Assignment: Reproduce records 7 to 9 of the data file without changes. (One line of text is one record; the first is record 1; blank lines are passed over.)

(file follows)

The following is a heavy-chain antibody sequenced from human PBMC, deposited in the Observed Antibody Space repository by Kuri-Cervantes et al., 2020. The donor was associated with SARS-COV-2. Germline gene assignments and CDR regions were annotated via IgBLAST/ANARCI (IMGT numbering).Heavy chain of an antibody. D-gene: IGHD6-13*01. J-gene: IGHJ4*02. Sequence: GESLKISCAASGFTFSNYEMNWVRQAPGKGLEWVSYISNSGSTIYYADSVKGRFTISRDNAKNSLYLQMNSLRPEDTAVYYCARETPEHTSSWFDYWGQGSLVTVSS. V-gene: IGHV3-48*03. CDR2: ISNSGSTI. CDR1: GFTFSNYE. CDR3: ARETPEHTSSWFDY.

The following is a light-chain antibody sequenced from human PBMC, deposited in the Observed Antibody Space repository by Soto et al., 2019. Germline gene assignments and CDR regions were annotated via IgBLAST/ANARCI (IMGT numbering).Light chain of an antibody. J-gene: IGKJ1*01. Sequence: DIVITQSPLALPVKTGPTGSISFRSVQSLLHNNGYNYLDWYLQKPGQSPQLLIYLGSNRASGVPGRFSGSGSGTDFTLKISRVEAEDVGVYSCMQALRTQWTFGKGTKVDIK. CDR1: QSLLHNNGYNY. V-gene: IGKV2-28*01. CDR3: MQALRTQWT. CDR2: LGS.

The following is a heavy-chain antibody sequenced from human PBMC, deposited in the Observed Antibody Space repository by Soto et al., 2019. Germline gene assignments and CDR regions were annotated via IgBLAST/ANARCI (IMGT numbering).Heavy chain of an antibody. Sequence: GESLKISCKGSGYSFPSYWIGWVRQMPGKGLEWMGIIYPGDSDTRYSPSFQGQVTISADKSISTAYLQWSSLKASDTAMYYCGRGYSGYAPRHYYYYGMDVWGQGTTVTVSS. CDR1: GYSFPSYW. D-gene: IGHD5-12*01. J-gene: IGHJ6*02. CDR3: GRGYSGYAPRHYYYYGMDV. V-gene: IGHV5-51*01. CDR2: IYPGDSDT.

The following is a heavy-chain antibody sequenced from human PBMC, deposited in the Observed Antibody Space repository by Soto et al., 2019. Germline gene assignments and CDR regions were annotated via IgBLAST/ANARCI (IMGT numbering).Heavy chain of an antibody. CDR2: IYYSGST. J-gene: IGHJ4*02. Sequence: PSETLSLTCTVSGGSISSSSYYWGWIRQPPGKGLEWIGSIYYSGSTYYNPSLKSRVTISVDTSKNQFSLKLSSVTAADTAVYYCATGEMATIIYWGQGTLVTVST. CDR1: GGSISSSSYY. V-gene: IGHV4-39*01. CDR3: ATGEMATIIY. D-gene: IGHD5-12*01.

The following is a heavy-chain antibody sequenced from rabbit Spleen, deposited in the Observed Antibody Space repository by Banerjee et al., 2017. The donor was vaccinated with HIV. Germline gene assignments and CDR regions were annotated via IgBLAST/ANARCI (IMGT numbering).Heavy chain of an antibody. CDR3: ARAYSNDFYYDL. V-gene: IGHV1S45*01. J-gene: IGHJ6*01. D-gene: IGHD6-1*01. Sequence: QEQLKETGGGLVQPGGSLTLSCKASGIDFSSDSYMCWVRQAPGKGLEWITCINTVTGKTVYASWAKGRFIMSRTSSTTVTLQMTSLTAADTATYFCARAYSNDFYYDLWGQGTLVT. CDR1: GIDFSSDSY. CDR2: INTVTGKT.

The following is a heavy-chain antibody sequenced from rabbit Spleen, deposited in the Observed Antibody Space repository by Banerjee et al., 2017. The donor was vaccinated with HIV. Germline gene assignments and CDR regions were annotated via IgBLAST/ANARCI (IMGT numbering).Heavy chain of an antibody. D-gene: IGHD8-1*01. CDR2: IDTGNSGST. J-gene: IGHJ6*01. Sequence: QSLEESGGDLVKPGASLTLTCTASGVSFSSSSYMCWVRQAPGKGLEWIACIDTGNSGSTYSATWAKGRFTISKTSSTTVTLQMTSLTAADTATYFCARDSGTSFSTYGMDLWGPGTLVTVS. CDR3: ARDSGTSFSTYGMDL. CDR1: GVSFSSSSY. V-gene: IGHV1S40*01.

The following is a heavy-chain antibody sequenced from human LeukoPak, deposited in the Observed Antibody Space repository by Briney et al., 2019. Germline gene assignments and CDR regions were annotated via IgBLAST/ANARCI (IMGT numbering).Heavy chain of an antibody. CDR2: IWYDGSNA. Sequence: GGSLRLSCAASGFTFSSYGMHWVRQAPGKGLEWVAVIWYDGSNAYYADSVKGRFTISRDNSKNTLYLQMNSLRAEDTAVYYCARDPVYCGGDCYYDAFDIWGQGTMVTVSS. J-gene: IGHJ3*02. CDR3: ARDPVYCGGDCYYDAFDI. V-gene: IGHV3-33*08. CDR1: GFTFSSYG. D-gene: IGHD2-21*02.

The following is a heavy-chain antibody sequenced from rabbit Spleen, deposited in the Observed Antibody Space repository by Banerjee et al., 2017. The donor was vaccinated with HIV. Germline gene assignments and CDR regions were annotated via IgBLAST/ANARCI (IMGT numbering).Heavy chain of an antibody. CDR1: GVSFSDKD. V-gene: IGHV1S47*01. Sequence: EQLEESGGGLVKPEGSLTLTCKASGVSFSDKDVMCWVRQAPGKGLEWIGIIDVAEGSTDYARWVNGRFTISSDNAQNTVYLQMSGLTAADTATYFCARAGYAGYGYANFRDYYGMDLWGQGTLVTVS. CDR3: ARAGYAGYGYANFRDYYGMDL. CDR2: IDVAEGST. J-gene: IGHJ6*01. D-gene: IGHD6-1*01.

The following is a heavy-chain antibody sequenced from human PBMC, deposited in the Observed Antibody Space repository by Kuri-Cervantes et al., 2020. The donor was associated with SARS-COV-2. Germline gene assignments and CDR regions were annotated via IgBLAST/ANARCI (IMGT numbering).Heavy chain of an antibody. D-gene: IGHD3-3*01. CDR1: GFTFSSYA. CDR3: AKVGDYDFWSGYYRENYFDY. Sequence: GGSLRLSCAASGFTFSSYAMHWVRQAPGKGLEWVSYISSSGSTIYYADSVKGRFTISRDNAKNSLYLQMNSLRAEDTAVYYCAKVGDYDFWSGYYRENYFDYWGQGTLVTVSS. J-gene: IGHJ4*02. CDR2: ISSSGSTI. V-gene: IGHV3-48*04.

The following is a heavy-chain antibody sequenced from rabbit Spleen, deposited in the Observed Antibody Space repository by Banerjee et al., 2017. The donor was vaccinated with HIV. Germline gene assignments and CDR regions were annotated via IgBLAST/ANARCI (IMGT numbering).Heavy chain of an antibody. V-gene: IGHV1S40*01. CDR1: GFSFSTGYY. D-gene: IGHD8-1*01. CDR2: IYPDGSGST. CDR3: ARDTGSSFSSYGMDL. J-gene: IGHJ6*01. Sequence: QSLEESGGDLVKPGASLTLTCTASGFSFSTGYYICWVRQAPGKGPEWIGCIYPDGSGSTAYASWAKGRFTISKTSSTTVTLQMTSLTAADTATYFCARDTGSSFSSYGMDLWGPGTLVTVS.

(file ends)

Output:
The following is a heavy-chain antibody sequenced from human LeukoPak, deposited in the Observed Antibody Space repository by Briney et al., 2019. Germline gene assignments and CDR regions were annotated via IgBLAST/ANARCI (IMGT numbering).Heavy chain of an antibody. CDR2: IWYDGSNA. Sequence: GGSLRLSCAASGFTFSSYGMHWVRQAPGKGLEWVAVIWYDGSNAYYADSVKGRFTISRDNSKNTLYLQMNSLRAEDTAVYYCARDPVYCGGDCYYDAFDIWGQGTMVTVSS. J-gene: IGHJ3*02. CDR3: ARDPVYCGGDCYYDAFDI. V-gene: IGHV3-33*08. CDR1: GFTFSSYG. D-gene: IGHD2-21*02.

The following is a heavy-chain antibody sequenced from rabbit Spleen, deposited in the Observed Antibody Space repository by Banerjee et al., 2017. The donor was vaccinated with HIV. Germline gene assignments and CDR regions were annotated via IgBLAST/ANARCI (IMGT numbering).Heavy chain of an antibody. CDR1: GVSFSDKD. V-gene: IGHV1S47*01. Sequence: EQLEESGGGLVKPEGSLTLTCKASGVSFSDKDVMCWVRQAPGKGLEWIGIIDVAEGSTDYARWVNGRFTISSDNAQNTVYLQMSGLTAADTATYFCARAGYAGYGYANFRDYYGMDLWGQGTLVTVS. CDR3: ARAGYAGYGYANFRDYYGMDL. CDR2: IDVAEGST. J-gene: IGHJ6*01. D-gene: IGHD6-1*01.

The following is a heavy-chain antibody sequenced from human PBMC, deposited in the Observed Antibody Space repository by Kuri-Cervantes et al., 2020. The donor was associated with SARS-COV-2. Germline gene assignments and CDR regions were annotated via IgBLAST/ANARCI (IMGT numbering).Heavy chain of an antibody. D-gene: IGHD3-3*01. CDR1: GFTFSSYA. CDR3: AKVGDYDFWSGYYRENYFDY. Sequence: GGSLRLSCAASGFTFSSYAMHWVRQAPGKGLEWVSYISSSGSTIYYADSVKGRFTISRDNAKNSLYLQMNSLRAEDTAVYYCAKVGDYDFWSGYYRENYFDYWGQGTLVTVSS. J-gene: IGHJ4*02. CDR2: ISSSGSTI. V-gene: IGHV3-48*04.